If you have read my blog much this summer you may have caught on to have few Saturdays I have spent at home. So today was a very exciting Saturday for me because of the lack of a road trip involved. So I took care of lots of personal business today (translation: spent way too much money on personal needs), and decided to do one unique thing for myself. A few days ago I learned about a new exhibit at the Library of Congress, called "Bound for Glory." As soon as I heard about it, I knew I had to go. Here is the description of the exhibit from the website-
Bound for Glory: America in Color is the first major exhibition of the little known color images taken by photographers of the Farm Security Administration/Office of War Information (FSA/OWI). Comprised of seventy digital prints made from color transparencies taken between 1939 and 1943, this exhibition reveals a surprisingly vibrant world that has typically been viewed only through black-and-white images. These vivid scenes and portraits capture the effects of the Depression on America's rural and small town populations, the nation's subsequent economic recovery and industrial growth, and the country's great mobilization for World War II.
These colorful images mark a historic divide in visual presentation between the monochrome world of the pre-modern age and the brilliant hues of the present. They change the way we look--and think about--our past.
The Library of Congress is one of the rare and finest treasures of the world. Truly the crowning jewel of Washington, DC. It is truly remarkable that it is free and open to anyone to walk in and visit. And the exhibits are incredible, and more fact based, and not so art-based. So it feels different from a museum, and more like a library, or a church. The last time I was in the Library was back when I was a Hill intern during college. Back then security was considerably lighter, and you could take the tunnels under the Hill from the Longworth over to the Jefferson building. I was notorious for getting lost in those underground tunnels, and and not much better once I was in a building. To make a long story short, I somehow got lost and ended up in a special room in the Library that was having its mosiac tile floors refinished. It was one of the most beautiful rooms I have ever seen. I was caught and escorted out of that room by security. I have never been able to find that room again.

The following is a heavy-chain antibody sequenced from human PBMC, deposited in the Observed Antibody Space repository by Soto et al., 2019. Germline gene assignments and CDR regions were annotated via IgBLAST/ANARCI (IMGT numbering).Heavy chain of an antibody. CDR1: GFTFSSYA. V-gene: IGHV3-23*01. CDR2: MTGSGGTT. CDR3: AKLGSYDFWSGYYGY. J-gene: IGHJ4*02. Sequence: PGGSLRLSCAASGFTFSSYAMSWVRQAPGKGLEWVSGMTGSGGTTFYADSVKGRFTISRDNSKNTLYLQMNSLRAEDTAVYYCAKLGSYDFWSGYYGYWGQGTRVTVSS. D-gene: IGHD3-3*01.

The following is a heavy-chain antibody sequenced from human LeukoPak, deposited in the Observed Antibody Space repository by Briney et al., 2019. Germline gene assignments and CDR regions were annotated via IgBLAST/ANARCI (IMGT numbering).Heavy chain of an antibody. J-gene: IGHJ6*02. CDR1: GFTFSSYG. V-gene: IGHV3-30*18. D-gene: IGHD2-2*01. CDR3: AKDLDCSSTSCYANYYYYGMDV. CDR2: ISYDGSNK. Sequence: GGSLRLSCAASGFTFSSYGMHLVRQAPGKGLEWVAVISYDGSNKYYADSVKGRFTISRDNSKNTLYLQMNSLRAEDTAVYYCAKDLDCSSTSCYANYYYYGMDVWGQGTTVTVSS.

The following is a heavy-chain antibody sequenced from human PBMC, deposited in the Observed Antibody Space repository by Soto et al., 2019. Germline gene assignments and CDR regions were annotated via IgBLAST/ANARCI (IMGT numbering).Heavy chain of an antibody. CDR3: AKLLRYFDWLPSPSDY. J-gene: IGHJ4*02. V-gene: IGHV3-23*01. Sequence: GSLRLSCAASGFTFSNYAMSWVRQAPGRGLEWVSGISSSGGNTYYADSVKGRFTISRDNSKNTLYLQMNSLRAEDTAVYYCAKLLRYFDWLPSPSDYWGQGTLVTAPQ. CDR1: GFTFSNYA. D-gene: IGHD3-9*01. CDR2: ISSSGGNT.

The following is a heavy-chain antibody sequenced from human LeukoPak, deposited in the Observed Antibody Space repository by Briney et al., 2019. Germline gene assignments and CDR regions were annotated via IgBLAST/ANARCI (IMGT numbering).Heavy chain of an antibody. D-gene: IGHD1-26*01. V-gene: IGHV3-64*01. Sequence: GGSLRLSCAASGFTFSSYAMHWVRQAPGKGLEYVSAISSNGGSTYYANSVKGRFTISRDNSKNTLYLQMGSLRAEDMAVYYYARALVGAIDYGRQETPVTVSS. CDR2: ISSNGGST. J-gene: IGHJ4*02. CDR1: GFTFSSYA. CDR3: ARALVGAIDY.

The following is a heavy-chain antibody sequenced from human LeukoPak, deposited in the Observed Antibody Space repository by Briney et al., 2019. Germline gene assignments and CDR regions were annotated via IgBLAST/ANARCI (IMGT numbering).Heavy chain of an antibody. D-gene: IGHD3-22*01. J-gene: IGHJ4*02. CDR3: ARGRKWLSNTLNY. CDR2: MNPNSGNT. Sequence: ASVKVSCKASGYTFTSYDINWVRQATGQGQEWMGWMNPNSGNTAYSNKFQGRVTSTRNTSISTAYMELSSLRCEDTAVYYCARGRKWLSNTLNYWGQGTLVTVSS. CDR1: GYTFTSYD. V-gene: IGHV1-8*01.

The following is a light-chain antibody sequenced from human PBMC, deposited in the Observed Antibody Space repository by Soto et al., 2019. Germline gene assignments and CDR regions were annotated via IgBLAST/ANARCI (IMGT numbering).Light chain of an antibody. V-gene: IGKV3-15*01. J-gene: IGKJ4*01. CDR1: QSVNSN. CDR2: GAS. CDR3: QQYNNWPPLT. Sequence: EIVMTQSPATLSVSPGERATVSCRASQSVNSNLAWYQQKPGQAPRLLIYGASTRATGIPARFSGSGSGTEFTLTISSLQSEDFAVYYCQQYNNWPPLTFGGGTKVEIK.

But anyway, back to the exhibit I saw today.
I fall considerably short of the term 'history buff.' But I do love history, particulary the Depression era. So there was a real draw in getting to see real color photographs of that era. We have all seen black and white photos, and we have seen Hollywood renditions of the Depression. But for me it was very exciting to see real color images from that time. There were about 70 photos in the exhibit, and 2 particularly stand out in my mind. The first was of schoolchildren from Pie Town, NM. At first glance it just appears to be 20 or so kids singing in the school choir. But the closer you look the more details show up that would never have been obvious in black and white. The first thing I caught were the awful haircuts. The little girls with their short chin length haircuts, cut at ragged and jagged angles, clearly by their mother with a pair of dull scissors. The second detail that struck me were their feet. Some of the kids had on shoes- beat up, dirty, shoes. But most of them were barefoot, but it was hard to notice, because their feet were so blackened and dirty they appeared to be wearing shoes. To see it in color was striking and made their lifestyle seem that much more real to me.
My second favorite picture was similar to the "Rosie the Riveter" image from that era. But in this photo there was an African American woman wearing the same type of blue shirt Rosie wears, and hair pulled up in a red bandana on her head. She's holding a drill of some sort and is "fitting" some machinery. But the striking part of the picture, that never would have stood out in black and white, were her fingernails and lipstick. In spite of her rather dirty, manual labor job, she has perfectly red polished nails, and red lipstick on. It all of a sudden hit me that even though these women had to go into the factories to work, they still took care of themselves as if they were classy housewives.
Overall the pictures were all very beautiful. Other things that stood out for me- how beautifully blue and clear the sky was. It hit me that most of these rural pictures were taken prior to pollution becoming a problem. The vibrancy of the colors of the painted buildings and signs. In every single picture of small town America there was a Budweiser sign.
The pictures made history that much more real to me. I highly recommend this free trip to America's past.
My other favorite surprise at the Library? Getting to see the Gutenberg Bible. I didn't know it was owned by the Library until today. Having heard about the Gutenberg Bible all throughout my education, it seemed strange to me that I had never known that one still existed. It really is a beautiful book, with stunning typeset. I had also never seen a Bible in Latin, which added another special element to it for me.
If you have never been to the Library of Congress, I highly recommend it. From now on I will suggest it to all tourists and DC transplants that I meet.
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